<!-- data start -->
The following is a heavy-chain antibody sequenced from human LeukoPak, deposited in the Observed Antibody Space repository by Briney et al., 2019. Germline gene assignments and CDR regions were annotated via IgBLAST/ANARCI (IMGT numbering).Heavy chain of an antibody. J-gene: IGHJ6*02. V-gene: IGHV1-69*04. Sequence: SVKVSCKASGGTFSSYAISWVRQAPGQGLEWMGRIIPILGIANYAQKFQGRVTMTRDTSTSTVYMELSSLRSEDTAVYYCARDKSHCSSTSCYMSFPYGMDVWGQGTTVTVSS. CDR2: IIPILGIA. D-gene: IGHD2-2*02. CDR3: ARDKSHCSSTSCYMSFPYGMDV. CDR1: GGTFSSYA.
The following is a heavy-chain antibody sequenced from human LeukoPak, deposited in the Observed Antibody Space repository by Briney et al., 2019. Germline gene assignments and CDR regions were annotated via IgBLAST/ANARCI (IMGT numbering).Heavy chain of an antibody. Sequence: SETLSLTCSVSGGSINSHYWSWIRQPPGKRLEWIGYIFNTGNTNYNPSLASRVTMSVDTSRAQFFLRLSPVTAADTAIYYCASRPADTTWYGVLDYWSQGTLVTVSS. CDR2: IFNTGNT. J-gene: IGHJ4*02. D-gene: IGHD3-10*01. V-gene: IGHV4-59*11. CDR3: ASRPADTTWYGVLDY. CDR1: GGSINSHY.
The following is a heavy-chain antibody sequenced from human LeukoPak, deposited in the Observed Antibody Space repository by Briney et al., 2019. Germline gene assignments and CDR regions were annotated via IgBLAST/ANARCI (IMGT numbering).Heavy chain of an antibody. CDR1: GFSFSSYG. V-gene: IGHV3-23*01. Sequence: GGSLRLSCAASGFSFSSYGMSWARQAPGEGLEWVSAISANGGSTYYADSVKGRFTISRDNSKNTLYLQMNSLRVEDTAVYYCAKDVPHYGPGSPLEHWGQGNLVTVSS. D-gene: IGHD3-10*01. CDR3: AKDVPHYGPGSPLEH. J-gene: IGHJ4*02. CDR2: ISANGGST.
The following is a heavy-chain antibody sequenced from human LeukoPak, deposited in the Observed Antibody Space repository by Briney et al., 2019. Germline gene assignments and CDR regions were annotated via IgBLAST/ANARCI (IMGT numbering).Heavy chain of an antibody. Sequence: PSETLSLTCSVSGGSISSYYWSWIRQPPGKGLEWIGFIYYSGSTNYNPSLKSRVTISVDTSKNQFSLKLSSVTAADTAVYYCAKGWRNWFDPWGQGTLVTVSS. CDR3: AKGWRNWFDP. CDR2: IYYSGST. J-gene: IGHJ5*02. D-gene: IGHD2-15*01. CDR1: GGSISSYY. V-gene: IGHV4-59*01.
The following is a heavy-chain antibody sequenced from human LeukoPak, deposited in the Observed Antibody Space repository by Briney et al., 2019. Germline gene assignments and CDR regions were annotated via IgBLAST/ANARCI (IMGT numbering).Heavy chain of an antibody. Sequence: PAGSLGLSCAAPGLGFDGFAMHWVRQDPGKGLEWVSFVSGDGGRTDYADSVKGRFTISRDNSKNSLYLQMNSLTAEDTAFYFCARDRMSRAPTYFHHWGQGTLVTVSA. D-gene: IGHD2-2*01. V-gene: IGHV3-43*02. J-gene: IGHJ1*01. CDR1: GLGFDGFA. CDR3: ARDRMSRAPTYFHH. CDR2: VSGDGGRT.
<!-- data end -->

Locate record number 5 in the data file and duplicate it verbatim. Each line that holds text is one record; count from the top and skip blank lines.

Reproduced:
The following is a heavy-chain antibody sequenced from human LeukoPak, deposited in the Observed Antibody Space repository by Briney et al., 2019. Germline gene assignments and CDR regions were annotated via IgBLAST/ANARCI (IMGT numbering).Heavy chain of an antibody. Sequence: PAGSLGLSCAAPGLGFDGFAMHWVRQDPGKGLEWVSFVSGDGGRTDYADSVKGRFTISRDNSKNSLYLQMNSLTAEDTAFYFCARDRMSRAPTYFHHWGQGTLVTVSA. D-gene: IGHD2-2*01. V-gene: IGHV3-43*02. J-gene: IGHJ1*01. CDR1: GLGFDGFA. CDR3: ARDRMSRAPTYFHH. CDR2: VSGDGGRT.